Talking Drum' puts social justice on blast

Fahamu Pecou's Center for Civil and Human Rights exhibit speaks, sings, shouts

What is an artist's responsibility with respect to social change?

Fahamu Pecou poses the question from inside his cozy Inman Park art studio. It's a question that seems inevitable given the world's current political and social climate. Pecou, who is wearing a college sweatshirt bearing American author/activist James Baldwin's name, smiles when the inquiry is lobbed back at him.

"I don't have an answer," he admits. "That's part of the beauty of it. What's that saying — the best destination is the journey? To ask the question is to begin to answer it. If we're thinking about it, then we can begin to act on it."

The query is implicit in his new exhibition, Talking Drum, which opened at the National Center for Civil and Human Rights on Jan. 23. It focuses on the music that undergirded the Civil Rights Movement from 1965 to 1975 and keys in on three distinct locations — the street corner, the pulpit, and the stage. Pecou created mini replicas of each space, incorporating sound. Specifically, he wanted to explore how pop culture informed the movement at the time, partly because the Center primarily focuses on the political and social aspects of the struggle for equality, not the culture that helped define or, to some degree, propel it.

"I was thinking about those spaces — the street corner, the pulpit, and the stage as locations where these dialogues between black popular culture and political thought come together or are born," says Pecou, who previously presented interSessions, a dialogue about the intersection of art and music with director Nzingha Stewart and producer Bryan-Michael Cox, at the Center. "I may say 'music' but maybe even more than music I mean 'the word.' How was the word disseminated?"

David Mandel, director of exhibition and design at the Center, says Pecou is an "important artist" working on subjects that resonate. "Talking Drum is visually bold, smart, provocative, and demonstrates how art can engage diverse audiences on a high level," he says.

It's easy to draw parallels between today's social justice movements and those of the '60s and '70s. But rather than beating folks over the head with ideas, Pecou is passionate about putting work out there for people to engage with and interpret. In this way, he's answering his own ongoing question about artist responsibility, particularly as the lines between pop culture and social commentary become more blurred.

Kendrick Lamar's Grammy-nominated "Alright" became a protest anthem in Philly. Sean Penn finagled an "interview" with Mexican drug lord El Chapo. Campaign Zero founder and Black Lives Matter activist DeRay McKesson appeared on "The Late Show with Stephen Colbert." The lines between pop culture and social commentary are intersecting perhaps more than ever, and Pecou's work is playing a part in that, not only in Atlanta, but nationally.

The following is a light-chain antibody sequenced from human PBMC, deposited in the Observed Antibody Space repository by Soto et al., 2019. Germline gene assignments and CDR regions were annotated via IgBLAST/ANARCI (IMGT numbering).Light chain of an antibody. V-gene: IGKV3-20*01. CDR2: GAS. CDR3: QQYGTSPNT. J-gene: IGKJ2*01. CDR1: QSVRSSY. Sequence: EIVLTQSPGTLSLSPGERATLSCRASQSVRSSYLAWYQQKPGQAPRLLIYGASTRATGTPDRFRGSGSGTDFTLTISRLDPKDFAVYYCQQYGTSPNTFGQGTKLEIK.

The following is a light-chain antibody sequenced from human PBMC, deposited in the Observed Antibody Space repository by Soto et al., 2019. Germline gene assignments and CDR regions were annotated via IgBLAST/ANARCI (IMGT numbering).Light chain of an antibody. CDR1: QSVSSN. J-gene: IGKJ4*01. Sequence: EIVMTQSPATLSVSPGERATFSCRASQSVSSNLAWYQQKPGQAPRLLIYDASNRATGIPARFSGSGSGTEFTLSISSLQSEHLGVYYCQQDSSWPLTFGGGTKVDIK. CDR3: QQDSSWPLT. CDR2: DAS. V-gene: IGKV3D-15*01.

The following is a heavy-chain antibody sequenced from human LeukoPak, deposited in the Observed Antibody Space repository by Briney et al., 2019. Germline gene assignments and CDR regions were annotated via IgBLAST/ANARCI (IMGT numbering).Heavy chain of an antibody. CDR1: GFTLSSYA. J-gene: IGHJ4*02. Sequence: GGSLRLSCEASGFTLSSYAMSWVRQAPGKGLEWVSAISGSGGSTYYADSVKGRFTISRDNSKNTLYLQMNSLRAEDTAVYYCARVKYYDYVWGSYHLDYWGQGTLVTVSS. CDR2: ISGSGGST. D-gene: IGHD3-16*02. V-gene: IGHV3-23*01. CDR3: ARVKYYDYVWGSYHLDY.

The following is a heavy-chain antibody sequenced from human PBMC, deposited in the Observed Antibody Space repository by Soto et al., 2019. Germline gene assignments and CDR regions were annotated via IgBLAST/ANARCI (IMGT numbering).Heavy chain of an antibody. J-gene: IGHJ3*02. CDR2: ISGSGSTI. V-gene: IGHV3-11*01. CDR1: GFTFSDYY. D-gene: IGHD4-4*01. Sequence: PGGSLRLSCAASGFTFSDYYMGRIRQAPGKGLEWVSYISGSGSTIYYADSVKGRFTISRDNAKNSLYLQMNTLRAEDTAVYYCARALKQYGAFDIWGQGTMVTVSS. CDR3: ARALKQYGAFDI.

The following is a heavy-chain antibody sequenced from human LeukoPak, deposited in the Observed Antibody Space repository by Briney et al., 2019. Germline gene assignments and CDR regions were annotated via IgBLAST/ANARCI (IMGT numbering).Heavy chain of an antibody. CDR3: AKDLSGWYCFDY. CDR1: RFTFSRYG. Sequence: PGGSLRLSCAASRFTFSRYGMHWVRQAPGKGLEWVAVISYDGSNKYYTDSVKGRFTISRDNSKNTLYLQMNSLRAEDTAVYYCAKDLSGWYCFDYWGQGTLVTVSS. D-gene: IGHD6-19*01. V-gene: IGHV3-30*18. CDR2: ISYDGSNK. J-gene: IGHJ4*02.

Last year, television had two breakout hits — Fox's "Empire" and ABC's "Blackish." While raking in a large, devoted audience and a Golden Globe win for its lead, the former was criticized in some circles as exploitive of black folks. The latter was praised in those same circles for offering a nuanced look at what it means to be black in present-day America. One of the most visible threads between both hit shows, no matter what side you land on? Pecou's artwork. It hangs boldly as a set piece in both, a silent but powerful testament to his ability to dip in an out of either conversation.

He's also been tapped to create four installations for MARTA, including one at King Memorial Transit Station, and his work is showcased at the High Museum. In late 2015, he curated Atlanta's public art series, Elevate, focusing on the creative legacy of the Dungeon Family, but his work also hangs at the Smithsonian National Museum of African American History and Culture. For Pecou, art isn't only about the message delivered but the space it occupies.

He'll dive further into the rabbit hole when he heads to South Carolina's Halsey Institute of Contemporary Art this fall to display a new exhibition that he describes as an observation on the spectacle of black male death.

"I've really been thinking about the ways the constant bombardment of black males being killed is a form of psychological terrorism," he says. "How can we combat that onslaught of images in a way that doesn't render us immobile from the fear of what could happen to us?"

So while the question of an artist's role and any perceived responsibility that comes with it is up for debate, Pecou, for his part, is bearing down on an answer.

"I want to engage people, to present them with a different set of questions or give them a different frame of vocabulary to interpret what they're experiencing," he says of his exhibition at the Center. "That's richer to me. Maybe more than anything, I want them to ask the open-ended question that I have about the role and responsibility of artists in today's landscape. I just really want to consider the role of popular culture on the Civil Rights movement because it made the struggle even more visible."

Correction: An earlier version of this story mistakenly noted "Empire" star Taraji P. Henson's 2016 accolade. She won a Golden Globe for best TV drama actress.

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